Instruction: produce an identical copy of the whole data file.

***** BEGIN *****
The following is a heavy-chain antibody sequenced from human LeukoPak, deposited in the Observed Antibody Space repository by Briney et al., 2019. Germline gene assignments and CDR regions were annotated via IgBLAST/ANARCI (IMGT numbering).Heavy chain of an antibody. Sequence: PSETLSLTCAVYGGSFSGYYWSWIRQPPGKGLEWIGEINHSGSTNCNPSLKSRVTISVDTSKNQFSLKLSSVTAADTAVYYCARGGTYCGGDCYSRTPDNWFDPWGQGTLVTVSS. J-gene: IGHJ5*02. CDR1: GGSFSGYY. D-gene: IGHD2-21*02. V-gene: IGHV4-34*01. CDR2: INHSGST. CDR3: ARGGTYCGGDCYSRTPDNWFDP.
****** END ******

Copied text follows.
The following is a heavy-chain antibody sequenced from human LeukoPak, deposited in the Observed Antibody Space repository by Briney et al., 2019. Germline gene assignments and CDR regions were annotated via IgBLAST/ANARCI (IMGT numbering).Heavy chain of an antibody. Sequence: PSETLSLTCAVYGGSFSGYYWSWIRQPPGKGLEWIGEINHSGSTNCNPSLKSRVTISVDTSKNQFSLKLSSVTAADTAVYYCARGGTYCGGDCYSRTPDNWFDPWGQGTLVTVSS. J-gene: IGHJ5*02. CDR1: GGSFSGYY. D-gene: IGHD2-21*02. V-gene: IGHV4-34*01. CDR2: INHSGST. CDR3: ARGGTYCGGDCYSRTPDNWFDP.